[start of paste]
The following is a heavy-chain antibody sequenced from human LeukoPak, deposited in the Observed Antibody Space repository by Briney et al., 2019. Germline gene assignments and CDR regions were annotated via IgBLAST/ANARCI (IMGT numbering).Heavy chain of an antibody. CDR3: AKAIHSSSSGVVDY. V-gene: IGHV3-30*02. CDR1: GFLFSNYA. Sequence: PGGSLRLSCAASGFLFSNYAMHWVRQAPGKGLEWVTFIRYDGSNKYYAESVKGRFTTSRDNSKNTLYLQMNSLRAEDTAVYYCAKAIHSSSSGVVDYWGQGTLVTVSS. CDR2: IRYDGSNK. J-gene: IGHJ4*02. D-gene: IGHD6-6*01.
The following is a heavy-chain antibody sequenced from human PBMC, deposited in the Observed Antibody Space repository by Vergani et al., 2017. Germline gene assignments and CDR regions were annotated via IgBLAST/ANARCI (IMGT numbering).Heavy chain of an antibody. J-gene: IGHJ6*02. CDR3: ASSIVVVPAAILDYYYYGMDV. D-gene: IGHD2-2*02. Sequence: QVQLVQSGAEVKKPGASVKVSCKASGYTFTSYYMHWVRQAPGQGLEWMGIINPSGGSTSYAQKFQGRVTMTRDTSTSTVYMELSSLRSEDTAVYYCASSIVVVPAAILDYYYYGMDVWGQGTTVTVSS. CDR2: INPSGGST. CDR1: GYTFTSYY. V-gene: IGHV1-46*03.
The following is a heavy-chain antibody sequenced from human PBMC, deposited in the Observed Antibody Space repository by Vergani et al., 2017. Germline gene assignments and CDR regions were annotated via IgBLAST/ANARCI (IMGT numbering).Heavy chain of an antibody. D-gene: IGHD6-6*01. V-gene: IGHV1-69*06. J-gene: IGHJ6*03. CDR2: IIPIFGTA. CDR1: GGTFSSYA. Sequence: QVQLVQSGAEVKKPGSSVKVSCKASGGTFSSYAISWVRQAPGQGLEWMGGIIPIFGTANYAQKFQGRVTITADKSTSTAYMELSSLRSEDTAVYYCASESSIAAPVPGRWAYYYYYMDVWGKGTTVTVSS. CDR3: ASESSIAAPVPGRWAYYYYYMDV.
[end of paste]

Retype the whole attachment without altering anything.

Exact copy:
The following is a heavy-chain antibody sequenced from human LeukoPak, deposited in the Observed Antibody Space repository by Briney et al., 2019. Germline gene assignments and CDR regions were annotated via IgBLAST/ANARCI (IMGT numbering).Heavy chain of an antibody. CDR3: AKAIHSSSSGVVDY. V-gene: IGHV3-30*02. CDR1: GFLFSNYA. Sequence: PGGSLRLSCAASGFLFSNYAMHWVRQAPGKGLEWVTFIRYDGSNKYYAESVKGRFTTSRDNSKNTLYLQMNSLRAEDTAVYYCAKAIHSSSSGVVDYWGQGTLVTVSS. CDR2: IRYDGSNK. J-gene: IGHJ4*02. D-gene: IGHD6-6*01.
The following is a heavy-chain antibody sequenced from human PBMC, deposited in the Observed Antibody Space repository by Vergani et al., 2017. Germline gene assignments and CDR regions were annotated via IgBLAST/ANARCI (IMGT numbering).Heavy chain of an antibody. J-gene: IGHJ6*02. CDR3: ASSIVVVPAAILDYYYYGMDV. D-gene: IGHD2-2*02. Sequence: QVQLVQSGAEVKKPGASVKVSCKASGYTFTSYYMHWVRQAPGQGLEWMGIINPSGGSTSYAQKFQGRVTMTRDTSTSTVYMELSSLRSEDTAVYYCASSIVVVPAAILDYYYYGMDVWGQGTTVTVSS. CDR2: INPSGGST. CDR1: GYTFTSYY. V-gene: IGHV1-46*03.
The following is a heavy-chain antibody sequenced from human PBMC, deposited in the Observed Antibody Space repository by Vergani et al., 2017. Germline gene assignments and CDR regions were annotated via IgBLAST/ANARCI (IMGT numbering).Heavy chain of an antibody. D-gene: IGHD6-6*01. V-gene: IGHV1-69*06. J-gene: IGHJ6*03. CDR2: IIPIFGTA. CDR1: GGTFSSYA. Sequence: QVQLVQSGAEVKKPGSSVKVSCKASGGTFSSYAISWVRQAPGQGLEWMGGIIPIFGTANYAQKFQGRVTITADKSTSTAYMELSSLRSEDTAVYYCASESSIAAPVPGRWAYYYYYMDVWGKGTTVTVSS. CDR3: ASESSIAAPVPGRWAYYYYYMDV.